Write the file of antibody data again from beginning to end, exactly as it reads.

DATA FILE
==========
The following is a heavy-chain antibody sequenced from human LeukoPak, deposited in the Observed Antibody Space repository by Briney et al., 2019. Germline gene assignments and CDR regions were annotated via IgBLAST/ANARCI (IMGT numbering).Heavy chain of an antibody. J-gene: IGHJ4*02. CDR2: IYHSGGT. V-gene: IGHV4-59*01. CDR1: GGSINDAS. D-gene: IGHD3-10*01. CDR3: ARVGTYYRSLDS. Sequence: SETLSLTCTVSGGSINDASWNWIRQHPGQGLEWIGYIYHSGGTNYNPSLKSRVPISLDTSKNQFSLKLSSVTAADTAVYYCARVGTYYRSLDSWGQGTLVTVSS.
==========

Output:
The following is a heavy-chain antibody sequenced from human LeukoPak, deposited in the Observed Antibody Space repository by Briney et al., 2019. Germline gene assignments and CDR regions were annotated via IgBLAST/ANARCI (IMGT numbering).Heavy chain of an antibody. J-gene: IGHJ4*02. CDR2: IYHSGGT. V-gene: IGHV4-59*01. CDR1: GGSINDAS. D-gene: IGHD3-10*01. CDR3: ARVGTYYRSLDS. Sequence: SETLSLTCTVSGGSINDASWNWIRQHPGQGLEWIGYIYHSGGTNYNPSLKSRVPISLDTSKNQFSLKLSSVTAADTAVYYCARVGTYYRSLDSWGQGTLVTVSS.